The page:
fredag 26 augusti 2011
Om en dryg vecka dyker Bill Woods upp i Stockholm och Uppsala. Han är en av de ledande forskarna på den människoskapade jordmånen terra preta i Amazonas och vi jobbar också ihop i projektet Mapping Global Agricultural History. Det är det livaktiga WHEN-seminariet och Christian Isendahl som har lockat hit honom denna gång. På tisdagen den 6 september ger han ett seminarium i Uppsala i WHENs regi. Så här skriver Christian Isendahl:
WILLIAM I. WOODS
AMAZONIAN DARK EARTHS: A REVIEW
Tuesday, September 6, 2011 at 16.15-18.00
Geijer Lecture Hall on Campus Engelska Parken, Thunbergsvägen 3H, Uppsala
Without major amendments tropical soils are generally considered to offer poor prospects for agricultural development. Amazonian soils represent a textbook case. Soil quality equals destiny in many readings of Amazonia?s past, present, and future. Yet in the past few decades archaeologists have uncovered evidence of large and complex prehistoric societies in Amazonian environments despite earlier consensus that such development was untenable. More recently, geographers have discovered that these sites coincide with fertile, dark soils termed *terra preta* that occur in a variety of landscape contexts and extents, from patches of less than a hectare to many square kilometers and *terra mulata* that typically are associated with terra preta and usually encompass larger areas. Collectively, both types comprise Amazonian Dark Earths. It is now clear that these soils are anthropic in origin and represent fonts of local environmental knowledge and know-how with ancient roots and contemporary pan-tropical applications. An intriguing property is their apparent persistence, even after cultivation cessation ranging from decades to centuries and possibly millennia. Local people continue to generate these soils with skilled practices, including carbon amendments and microbial management. Both the soils and these practices are important agricultural resources within contemporary Amazonia. They provide a global model for developing long-term future sustainability of food production in lowland tropical environments. They also constitute a significant reservoir for the short- and long-term sequestration of carbon. This lecture will report on the results of multidisciplinary efforts to understand the Amazonian Dark Earths.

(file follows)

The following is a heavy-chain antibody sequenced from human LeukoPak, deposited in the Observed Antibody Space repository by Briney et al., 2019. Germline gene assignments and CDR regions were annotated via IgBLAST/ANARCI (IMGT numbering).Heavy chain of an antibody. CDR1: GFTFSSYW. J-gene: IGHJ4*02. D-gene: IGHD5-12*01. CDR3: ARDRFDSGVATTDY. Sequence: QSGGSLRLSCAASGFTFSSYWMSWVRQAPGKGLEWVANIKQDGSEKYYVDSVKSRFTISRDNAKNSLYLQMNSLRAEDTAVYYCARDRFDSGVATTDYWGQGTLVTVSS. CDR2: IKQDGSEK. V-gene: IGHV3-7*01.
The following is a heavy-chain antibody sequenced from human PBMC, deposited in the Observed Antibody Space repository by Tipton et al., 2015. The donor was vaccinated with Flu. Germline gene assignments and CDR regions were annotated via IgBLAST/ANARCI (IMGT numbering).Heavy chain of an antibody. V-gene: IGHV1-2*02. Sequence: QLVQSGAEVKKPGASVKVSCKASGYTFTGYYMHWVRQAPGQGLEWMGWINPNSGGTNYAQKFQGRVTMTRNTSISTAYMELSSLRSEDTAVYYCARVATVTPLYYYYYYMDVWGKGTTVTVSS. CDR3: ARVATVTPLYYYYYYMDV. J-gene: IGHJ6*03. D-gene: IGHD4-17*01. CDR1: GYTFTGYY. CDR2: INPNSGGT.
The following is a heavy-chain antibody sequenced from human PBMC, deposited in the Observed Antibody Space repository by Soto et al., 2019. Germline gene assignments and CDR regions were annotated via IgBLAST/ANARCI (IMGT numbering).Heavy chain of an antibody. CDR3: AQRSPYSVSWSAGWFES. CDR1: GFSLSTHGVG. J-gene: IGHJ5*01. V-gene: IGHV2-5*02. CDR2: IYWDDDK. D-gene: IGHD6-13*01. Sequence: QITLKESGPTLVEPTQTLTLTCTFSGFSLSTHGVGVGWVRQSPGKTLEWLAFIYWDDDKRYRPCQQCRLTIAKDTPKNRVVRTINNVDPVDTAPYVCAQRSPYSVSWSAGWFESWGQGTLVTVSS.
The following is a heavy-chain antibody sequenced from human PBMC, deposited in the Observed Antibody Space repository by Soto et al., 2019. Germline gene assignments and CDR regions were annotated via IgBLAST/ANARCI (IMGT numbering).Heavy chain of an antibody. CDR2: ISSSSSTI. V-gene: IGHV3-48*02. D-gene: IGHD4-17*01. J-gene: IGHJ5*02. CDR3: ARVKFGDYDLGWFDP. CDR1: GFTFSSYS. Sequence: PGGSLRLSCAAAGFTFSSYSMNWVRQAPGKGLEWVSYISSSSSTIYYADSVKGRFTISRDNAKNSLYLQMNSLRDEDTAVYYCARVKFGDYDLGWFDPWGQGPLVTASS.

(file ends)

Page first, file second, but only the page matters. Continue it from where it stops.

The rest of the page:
William I. Woods is Professor of Geography at the University of Kansas, United States. His primary research interests include abandoned settlements, anthropogenic environmental change, soils and sediments, and traditional settlement-subsistence systems. He has directed archaeological and geographic field investigations in the United States, Middle and South America, and Europe. Professor Woods is a world-leading scholar of archaeological approaches to soils and sediments and has over the last decade published particularly prolifically on anthropogenic soils in the Amazon. Among his numerous publications are *Abandoned Settlement Analysis: Theory and Practice* (with Robert C. Eidt; 1974), *Amazonian Dark Earths: Origin, Properties and Management* (co-editor; Kluwer, 2003), *Amazonian Dark Earths: Explorations in Space and Time* (co-editor; Springer, 2004), and *Amazonian Dark Earths: Wim Sombroek?s Vision* (co-editor; Springer, 2009).
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